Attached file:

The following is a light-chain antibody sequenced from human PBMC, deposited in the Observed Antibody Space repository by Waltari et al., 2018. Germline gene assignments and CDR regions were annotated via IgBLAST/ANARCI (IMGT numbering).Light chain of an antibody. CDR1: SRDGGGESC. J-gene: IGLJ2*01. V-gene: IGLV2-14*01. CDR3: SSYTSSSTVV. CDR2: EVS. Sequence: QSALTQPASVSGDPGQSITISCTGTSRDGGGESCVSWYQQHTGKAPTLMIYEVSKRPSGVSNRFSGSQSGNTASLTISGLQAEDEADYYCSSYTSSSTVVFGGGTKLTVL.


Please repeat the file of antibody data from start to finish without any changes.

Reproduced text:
The following is a light-chain antibody sequenced from human PBMC, deposited in the Observed Antibody Space repository by Waltari et al., 2018. Germline gene assignments and CDR regions were annotated via IgBLAST/ANARCI (IMGT numbering).Light chain of an antibody. CDR1: SRDGGGESC. J-gene: IGLJ2*01. V-gene: IGLV2-14*01. CDR3: SSYTSSSTVV. CDR2: EVS. Sequence: QSALTQPASVSGDPGQSITISCTGTSRDGGGESCVSWYQQHTGKAPTLMIYEVSKRPSGVSNRFSGSQSGNTASLTISGLQAEDEADYYCSSYTSSSTVVFGGGTKLTVL.